After speaking with and surveying residents of and nearby streets and examining the Demarest Kill Stream, Clarkstown Department of Environmental Control Deputy Director Dennis Letson recommended the town proceed with a flood mitigation project originally proposed in the 1990s. Although the expansive project for the Demarest Kill had been pulled back after difficulties getting approval from the US Army Corps of Engineers, Letson thinks it is necessary. He added many of the residents spoken to recently support it.
At Tuesday’s Town Board Workshop, Letson shared a map of the area dotted with flooded homes marked in red and flooded yards identified by yellow. In September, town officials met with residents and later talked with approximately 135 homeowners in the Cranford Drive and Cypress Street area, which flooded after Hurricane Irene.
A survey sent to about the same number of people yielded 52 responses. 29 homeowners reported 72 separate incidents of flooding in recent years and 45 property owners recorded 387 different incidents of yard flooding.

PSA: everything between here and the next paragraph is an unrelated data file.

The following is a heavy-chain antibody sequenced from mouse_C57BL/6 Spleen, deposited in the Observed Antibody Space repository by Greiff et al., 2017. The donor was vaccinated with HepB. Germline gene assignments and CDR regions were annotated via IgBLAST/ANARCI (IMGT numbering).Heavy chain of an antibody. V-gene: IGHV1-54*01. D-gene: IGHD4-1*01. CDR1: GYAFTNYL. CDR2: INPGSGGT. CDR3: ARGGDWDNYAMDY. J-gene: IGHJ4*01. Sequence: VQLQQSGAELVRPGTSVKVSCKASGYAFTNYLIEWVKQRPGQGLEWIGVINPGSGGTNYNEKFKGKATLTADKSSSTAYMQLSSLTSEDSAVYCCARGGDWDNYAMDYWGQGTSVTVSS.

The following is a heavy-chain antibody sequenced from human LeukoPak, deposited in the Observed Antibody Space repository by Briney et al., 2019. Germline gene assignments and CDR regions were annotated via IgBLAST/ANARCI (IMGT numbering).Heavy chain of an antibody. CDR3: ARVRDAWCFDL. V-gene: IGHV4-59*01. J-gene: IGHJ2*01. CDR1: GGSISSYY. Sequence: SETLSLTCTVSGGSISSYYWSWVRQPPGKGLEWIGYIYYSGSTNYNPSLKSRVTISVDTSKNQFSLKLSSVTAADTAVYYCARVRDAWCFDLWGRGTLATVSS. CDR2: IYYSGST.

Letson detailed the research done on the flow of the Demarest Kill Street at one point downstream from the area and one upstream.
“The capacity of the culvert is not the impediment to the flow of the stream as we had originally reported, we were just verifying it additionally,” he said. “The issue is the actual capacity of the stream channel itself.”
The proposal he presented to the town board would use about a half acre of town-owned property at the end of Cypress Street and an undeveloped part of the East Phillips Hill Road right of way to create a storage retention basin. It would result in a 60,000 cubic foot storage area to alleviate some of the flooding. Letson said he submitted a letter to the Federal Emergency Management Agency seeking Hazardous Mitigation grant money for the proposed project.
When residents had the opportunity to hear first hand the details of the proposed project, Letson said they were less opposed to it. Their major concerns were the significant loss of trees and screening. He suggested the town should include planting as part of the project.
When asked about the timeline, Letson estimated nothing would happen until next year.
“I would have to estimate we would not acquire permits for this project until late 2013,” he said.
He later amended his projection from late 2013 to 2013 adding that it will be an “uphill battle” with the Army Corps of Engineers and will need significant support from residents.